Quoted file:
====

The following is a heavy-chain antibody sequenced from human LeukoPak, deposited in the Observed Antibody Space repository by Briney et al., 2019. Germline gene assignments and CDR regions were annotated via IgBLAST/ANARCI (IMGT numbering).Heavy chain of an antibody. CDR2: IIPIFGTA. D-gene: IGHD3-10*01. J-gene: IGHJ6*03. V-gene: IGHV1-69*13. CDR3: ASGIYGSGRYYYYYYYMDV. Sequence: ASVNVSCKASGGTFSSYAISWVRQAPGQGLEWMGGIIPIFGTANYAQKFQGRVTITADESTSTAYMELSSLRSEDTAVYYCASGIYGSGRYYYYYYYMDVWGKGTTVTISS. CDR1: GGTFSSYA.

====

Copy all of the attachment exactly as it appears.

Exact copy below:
The following is a heavy-chain antibody sequenced from human LeukoPak, deposited in the Observed Antibody Space repository by Briney et al., 2019. Germline gene assignments and CDR regions were annotated via IgBLAST/ANARCI (IMGT numbering).Heavy chain of an antibody. CDR2: IIPIFGTA. D-gene: IGHD3-10*01. J-gene: IGHJ6*03. V-gene: IGHV1-69*13. CDR3: ASGIYGSGRYYYYYYYMDV. Sequence: ASVNVSCKASGGTFSSYAISWVRQAPGQGLEWMGGIIPIFGTANYAQKFQGRVTITADESTSTAYMELSSLRSEDTAVYYCASGIYGSGRYYYYYYYMDVWGKGTTVTISS. CDR1: GGTFSSYA.